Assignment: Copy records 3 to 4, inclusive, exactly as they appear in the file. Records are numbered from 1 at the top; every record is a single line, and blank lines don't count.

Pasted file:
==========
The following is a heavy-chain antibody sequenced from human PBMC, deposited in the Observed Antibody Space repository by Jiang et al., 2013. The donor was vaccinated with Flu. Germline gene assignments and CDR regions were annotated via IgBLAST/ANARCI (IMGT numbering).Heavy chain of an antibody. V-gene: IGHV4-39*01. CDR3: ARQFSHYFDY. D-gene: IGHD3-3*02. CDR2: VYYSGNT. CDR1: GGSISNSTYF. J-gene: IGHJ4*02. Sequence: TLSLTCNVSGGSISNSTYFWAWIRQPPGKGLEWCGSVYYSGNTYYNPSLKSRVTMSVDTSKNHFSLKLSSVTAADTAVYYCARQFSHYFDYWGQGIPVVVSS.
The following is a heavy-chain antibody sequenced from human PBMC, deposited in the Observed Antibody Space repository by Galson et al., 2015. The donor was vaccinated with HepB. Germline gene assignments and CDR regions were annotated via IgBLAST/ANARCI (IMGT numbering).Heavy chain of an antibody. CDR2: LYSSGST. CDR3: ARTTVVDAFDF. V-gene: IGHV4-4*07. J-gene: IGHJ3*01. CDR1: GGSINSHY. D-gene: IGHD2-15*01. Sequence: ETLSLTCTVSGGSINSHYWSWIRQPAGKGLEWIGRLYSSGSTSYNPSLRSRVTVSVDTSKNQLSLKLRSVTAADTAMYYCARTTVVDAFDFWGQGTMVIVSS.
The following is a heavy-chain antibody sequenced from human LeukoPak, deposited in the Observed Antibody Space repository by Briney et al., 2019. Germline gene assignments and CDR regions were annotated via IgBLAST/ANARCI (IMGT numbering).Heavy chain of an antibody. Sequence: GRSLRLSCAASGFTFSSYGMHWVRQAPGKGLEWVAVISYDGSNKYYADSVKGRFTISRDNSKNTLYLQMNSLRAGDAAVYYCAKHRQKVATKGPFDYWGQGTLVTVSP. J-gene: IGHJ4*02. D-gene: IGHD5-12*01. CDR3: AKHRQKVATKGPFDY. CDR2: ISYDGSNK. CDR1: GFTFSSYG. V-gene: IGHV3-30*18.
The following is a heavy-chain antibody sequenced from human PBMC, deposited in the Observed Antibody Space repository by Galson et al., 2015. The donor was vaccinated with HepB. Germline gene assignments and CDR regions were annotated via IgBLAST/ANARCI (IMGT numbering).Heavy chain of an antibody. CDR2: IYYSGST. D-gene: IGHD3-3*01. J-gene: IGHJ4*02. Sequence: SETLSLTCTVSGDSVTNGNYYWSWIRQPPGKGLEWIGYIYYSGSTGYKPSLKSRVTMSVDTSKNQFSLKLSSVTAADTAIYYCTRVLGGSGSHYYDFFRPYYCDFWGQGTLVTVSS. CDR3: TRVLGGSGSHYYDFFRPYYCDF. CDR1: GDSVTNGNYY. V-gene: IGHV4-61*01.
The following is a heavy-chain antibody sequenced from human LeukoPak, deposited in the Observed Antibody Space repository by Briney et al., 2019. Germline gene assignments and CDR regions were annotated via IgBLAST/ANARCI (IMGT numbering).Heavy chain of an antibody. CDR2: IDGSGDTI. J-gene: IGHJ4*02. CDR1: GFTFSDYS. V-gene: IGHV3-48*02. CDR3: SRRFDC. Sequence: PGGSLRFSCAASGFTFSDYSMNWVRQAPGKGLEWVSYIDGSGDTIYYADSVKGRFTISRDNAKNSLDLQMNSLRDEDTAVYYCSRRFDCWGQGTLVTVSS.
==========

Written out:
The following is a heavy-chain antibody sequenced from human LeukoPak, deposited in the Observed Antibody Space repository by Briney et al., 2019. Germline gene assignments and CDR regions were annotated via IgBLAST/ANARCI (IMGT numbering).Heavy chain of an antibody. Sequence: GRSLRLSCAASGFTFSSYGMHWVRQAPGKGLEWVAVISYDGSNKYYADSVKGRFTISRDNSKNTLYLQMNSLRAGDAAVYYCAKHRQKVATKGPFDYWGQGTLVTVSP. J-gene: IGHJ4*02. D-gene: IGHD5-12*01. CDR3: AKHRQKVATKGPFDY. CDR2: ISYDGSNK. CDR1: GFTFSSYG. V-gene: IGHV3-30*18.
The following is a heavy-chain antibody sequenced from human PBMC, deposited in the Observed Antibody Space repository by Galson et al., 2015. The donor was vaccinated with HepB. Germline gene assignments and CDR regions were annotated via IgBLAST/ANARCI (IMGT numbering).Heavy chain of an antibody. CDR2: IYYSGST. D-gene: IGHD3-3*01. J-gene: IGHJ4*02. Sequence: SETLSLTCTVSGDSVTNGNYYWSWIRQPPGKGLEWIGYIYYSGSTGYKPSLKSRVTMSVDTSKNQFSLKLSSVTAADTAIYYCTRVLGGSGSHYYDFFRPYYCDFWGQGTLVTVSS. CDR3: TRVLGGSGSHYYDFFRPYYCDF. CDR1: GDSVTNGNYY. V-gene: IGHV4-61*01.